More than 150 youngsters descended on Garstang Rugby Union Club’s Hudson Park to take part in a mammoth tag rugby tournament.
Organised and led by businessman and rugby supporter Greg Hodgkinson, the festival is a new initiative to encourage youngsters to take up the sport.
Children from 10 Garstang and district primary schools entered the TAG Rugby competition, supported by the Garstang Club, Myerscough College and the Rugby Football Union.
Mr Hodgkinson, funeral director at L Stewart, Dimond and Son in Garstang said: “I always enjoyed my rugby as a kid and loved going for days out to play sport.
“I thought, how can we support the local schools and local rugby club? Have a big festival, give the children a fantastic experience playing rugby and with the club’s help, we might find the next Jonny Wilkinson.”
Mr Hodgkinson added the event was to help build the local rugby junior development programme following a £50,000 investment for the 17-year-old Garstang club from Sports England.
Bosses at the club, based off Lancaster Road are keen to welcome new players as part of a new three-year plan to bridge the gap between the junior and adult teams.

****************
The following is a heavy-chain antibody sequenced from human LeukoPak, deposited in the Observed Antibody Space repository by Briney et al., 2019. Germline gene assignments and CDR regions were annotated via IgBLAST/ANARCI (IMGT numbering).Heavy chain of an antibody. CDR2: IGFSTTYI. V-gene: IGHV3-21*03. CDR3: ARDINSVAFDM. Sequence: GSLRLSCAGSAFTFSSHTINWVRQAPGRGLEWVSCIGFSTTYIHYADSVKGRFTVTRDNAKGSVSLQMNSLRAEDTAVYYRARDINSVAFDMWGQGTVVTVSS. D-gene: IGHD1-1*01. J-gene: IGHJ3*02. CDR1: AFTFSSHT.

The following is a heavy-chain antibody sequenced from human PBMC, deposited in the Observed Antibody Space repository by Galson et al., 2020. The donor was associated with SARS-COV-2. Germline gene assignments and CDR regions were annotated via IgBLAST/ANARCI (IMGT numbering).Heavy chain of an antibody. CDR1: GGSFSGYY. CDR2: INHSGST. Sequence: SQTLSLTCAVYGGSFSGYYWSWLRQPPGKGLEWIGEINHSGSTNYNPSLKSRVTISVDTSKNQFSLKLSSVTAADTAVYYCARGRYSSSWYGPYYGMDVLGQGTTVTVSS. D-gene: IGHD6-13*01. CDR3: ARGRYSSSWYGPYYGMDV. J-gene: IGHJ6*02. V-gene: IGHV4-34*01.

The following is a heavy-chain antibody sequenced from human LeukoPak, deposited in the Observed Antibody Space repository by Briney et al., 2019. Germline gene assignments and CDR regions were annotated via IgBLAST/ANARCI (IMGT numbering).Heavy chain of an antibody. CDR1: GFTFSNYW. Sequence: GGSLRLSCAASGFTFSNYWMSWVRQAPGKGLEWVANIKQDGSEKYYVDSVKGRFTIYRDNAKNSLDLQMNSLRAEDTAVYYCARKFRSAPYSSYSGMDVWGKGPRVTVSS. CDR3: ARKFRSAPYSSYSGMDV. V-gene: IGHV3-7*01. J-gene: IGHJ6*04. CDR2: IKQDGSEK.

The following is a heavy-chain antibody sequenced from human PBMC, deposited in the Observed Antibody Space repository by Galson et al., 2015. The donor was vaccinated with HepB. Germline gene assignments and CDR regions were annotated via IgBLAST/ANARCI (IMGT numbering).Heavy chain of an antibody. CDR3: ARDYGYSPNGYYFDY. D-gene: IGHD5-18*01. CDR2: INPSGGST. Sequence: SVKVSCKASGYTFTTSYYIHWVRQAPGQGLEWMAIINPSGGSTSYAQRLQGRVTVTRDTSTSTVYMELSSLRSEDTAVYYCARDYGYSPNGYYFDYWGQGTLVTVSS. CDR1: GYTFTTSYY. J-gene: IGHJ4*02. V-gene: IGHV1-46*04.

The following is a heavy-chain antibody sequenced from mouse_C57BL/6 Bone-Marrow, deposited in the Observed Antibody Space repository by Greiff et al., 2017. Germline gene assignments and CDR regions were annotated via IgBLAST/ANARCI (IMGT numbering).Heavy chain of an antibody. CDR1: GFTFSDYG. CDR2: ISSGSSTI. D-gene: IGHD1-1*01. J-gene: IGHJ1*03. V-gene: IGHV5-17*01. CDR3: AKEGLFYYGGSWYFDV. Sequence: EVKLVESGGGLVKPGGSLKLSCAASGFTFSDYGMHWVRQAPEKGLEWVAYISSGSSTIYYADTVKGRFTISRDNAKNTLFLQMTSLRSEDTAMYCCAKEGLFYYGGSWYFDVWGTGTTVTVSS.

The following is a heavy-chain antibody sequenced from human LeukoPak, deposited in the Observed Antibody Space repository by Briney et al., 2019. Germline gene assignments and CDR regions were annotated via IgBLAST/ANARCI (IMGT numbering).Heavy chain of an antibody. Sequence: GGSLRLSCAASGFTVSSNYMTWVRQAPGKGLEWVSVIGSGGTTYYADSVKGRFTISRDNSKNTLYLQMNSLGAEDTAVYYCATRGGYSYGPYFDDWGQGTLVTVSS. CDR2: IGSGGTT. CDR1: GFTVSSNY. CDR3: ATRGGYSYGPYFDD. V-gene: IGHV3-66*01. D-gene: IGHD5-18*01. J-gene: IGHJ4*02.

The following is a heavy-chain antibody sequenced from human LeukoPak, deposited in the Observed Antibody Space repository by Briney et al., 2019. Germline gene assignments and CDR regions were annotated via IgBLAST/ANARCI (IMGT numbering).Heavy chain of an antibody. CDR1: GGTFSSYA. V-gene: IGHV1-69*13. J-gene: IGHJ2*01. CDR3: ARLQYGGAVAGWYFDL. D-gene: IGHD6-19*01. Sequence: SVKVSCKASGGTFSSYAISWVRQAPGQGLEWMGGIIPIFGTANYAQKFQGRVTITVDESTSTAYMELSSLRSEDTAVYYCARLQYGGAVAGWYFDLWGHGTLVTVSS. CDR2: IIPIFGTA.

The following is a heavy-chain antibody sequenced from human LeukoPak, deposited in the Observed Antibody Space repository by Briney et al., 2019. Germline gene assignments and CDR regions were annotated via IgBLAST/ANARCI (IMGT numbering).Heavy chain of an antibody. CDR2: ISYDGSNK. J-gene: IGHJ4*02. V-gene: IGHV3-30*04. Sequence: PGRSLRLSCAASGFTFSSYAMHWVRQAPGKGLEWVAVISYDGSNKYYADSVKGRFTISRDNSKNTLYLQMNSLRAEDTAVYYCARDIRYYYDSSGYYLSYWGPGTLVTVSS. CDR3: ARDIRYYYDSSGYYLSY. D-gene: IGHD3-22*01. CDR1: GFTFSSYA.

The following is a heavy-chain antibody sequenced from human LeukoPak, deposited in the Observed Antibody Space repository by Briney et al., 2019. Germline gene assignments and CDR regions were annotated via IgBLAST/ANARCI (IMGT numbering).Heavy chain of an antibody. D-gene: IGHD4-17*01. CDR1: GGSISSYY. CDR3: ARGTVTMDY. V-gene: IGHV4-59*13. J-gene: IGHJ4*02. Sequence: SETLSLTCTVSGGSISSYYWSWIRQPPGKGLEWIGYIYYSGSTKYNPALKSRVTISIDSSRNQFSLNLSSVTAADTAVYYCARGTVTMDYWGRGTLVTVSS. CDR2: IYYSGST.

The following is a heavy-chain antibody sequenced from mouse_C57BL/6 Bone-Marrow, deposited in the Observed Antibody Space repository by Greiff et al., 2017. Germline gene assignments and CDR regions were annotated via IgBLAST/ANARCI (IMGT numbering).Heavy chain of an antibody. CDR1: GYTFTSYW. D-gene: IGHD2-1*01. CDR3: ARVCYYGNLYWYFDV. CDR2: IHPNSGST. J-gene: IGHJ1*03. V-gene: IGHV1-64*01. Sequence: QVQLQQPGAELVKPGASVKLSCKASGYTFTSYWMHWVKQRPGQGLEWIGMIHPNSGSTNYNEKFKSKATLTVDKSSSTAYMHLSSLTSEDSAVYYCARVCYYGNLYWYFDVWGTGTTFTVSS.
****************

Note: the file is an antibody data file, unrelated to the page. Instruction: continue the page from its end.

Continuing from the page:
Bert Cross, who runs the junior section at Garstang RUFC, says everybody is welcome down at the club on Sunday mornings to give rugby a try.
The one-day event was co-ordinated by local RFU Rugby Development Team and community rugby coach Kai Burns, with help from sport coaching students from Myerscough College.
The ten local primary schools played in small group games and then qualified for their respective three competitions.
The inaugural winners of the Stewart Dimond Cup were the victorious players from Garstang Community who triumphed 2-1 over Forton in the grand final.
Bilsborrow John Cross CE Primary School picked up the festival shield, while Forton Primary School were awarded the festival trophy.
The schools involved included Garstang St Thomas, Scorton, Calder Vale, Bleasdale, St Helens Kirkland, St. Marys Claughton and St Michaels on Wyre.
Mr Hodgkinson added plans were in the making to turn the festival into an annual competition.
He said: “This annual event is destined to grow and hoped more of the outlying local schools may enter next year.”